Worrying about government debt is like worrying about the monster under the bed. The issue isn’t debt, it’s power.
Robert Reich: @idening inequality is the underlying culprit. As long as almost all the gains from economic growth continue to go to the top, the vast middle class doesn’t have the purchasing power to boost the economy on its own.
Robert Reich: We’ll avoid a double-dip, but the most likely scenario in coming months is a continuation of the same – an anemic jobs recovery.
Robert Reich: The biggest problem is that corporate money is undermining democratic institutions in the name of better deals for consumers and investors.
Ellen Brown: What was sufficient for a simple agrarian economy does not provide an adequate framework for freedom and democracy today. We need an Economic Bill of Rights, and we need to end the privatization of the national currency.
Iwan Morgan: If America does manage to avoid a new recession and achieve stronger growth, it will be a testimony to the underlying strength of its economy. At present its political leadership in both the executive and legislative branches does not appear to have the same reserves.
Robert Reich: Labor Day is traditionally a time for picnics and parades. But this year is no picnic for American workers, and a protest march would be more appropriate than a parade.
Robert Reich: Every CEO of every company that continues to squeeze payrolls (Verizon, are you listening? Ford?) needs to understand they’re shooting themselves in the feet. Where do they expect demand for their products and services to come from?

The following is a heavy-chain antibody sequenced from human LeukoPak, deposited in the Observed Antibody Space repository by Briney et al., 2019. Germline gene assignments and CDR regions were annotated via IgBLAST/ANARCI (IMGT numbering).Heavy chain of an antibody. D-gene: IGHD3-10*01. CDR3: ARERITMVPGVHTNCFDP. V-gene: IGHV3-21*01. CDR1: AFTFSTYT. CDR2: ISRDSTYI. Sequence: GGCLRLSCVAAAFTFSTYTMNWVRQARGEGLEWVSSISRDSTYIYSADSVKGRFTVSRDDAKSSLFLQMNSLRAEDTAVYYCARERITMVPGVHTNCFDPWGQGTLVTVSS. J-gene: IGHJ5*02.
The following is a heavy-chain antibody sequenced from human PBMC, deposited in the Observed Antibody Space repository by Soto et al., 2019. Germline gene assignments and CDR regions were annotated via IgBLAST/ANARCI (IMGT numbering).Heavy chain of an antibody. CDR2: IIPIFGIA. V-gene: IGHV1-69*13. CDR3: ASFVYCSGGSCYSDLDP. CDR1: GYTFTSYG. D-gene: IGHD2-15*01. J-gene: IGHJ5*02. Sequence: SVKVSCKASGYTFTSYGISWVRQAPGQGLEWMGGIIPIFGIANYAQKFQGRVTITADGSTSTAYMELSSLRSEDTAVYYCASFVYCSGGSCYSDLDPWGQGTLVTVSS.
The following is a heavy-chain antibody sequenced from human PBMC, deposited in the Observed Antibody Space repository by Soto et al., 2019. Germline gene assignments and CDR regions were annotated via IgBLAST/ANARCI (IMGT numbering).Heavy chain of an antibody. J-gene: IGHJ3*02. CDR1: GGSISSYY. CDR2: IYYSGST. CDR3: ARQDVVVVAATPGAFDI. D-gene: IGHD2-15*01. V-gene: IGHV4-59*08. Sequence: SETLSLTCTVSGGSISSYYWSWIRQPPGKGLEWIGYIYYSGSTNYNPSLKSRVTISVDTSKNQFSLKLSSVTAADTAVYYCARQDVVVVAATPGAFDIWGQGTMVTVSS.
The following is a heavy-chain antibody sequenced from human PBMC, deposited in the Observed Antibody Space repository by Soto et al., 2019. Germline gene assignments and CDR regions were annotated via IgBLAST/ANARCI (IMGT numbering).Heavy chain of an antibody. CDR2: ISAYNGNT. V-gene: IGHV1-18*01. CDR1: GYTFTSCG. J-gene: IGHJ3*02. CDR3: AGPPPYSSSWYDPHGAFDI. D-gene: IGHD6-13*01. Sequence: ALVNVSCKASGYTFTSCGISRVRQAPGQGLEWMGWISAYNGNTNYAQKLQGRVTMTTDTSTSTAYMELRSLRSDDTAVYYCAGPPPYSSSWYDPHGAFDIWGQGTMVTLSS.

Steven Conn: For thirty years inflation has not been a serious threat to the American economy, yet politicians and pundits continually fret about it. The never-ending worry about inflation is like fighting the last war rather than the current one. What’s needed today is a war on unemployment and wage stagnation, not inflation.
Robert Reich: The only way out of the vicious economic cycle is for government to adopt an expansionary fiscal policy — spending more in the short term in order to make up for the shortfall in consumer demand.
Sy Slavin: While economists and national policymakers discuss economics in coldly statistical terms, research has shown that social costs of economic downturns, particularly rising unemployment rates have personal and social costs not previously discussed.
Robert Reich: Our representatives in the nation’s capital continue to obsess about future budget deficits and games of chicken over raising the debt ceiling — neither of which has anything at all to do with the stalled recovery and the carnage on the Street.
Robert Reich: The question on everyone’s mind: Will the Fed signal it’s now more worried about inflation than recession?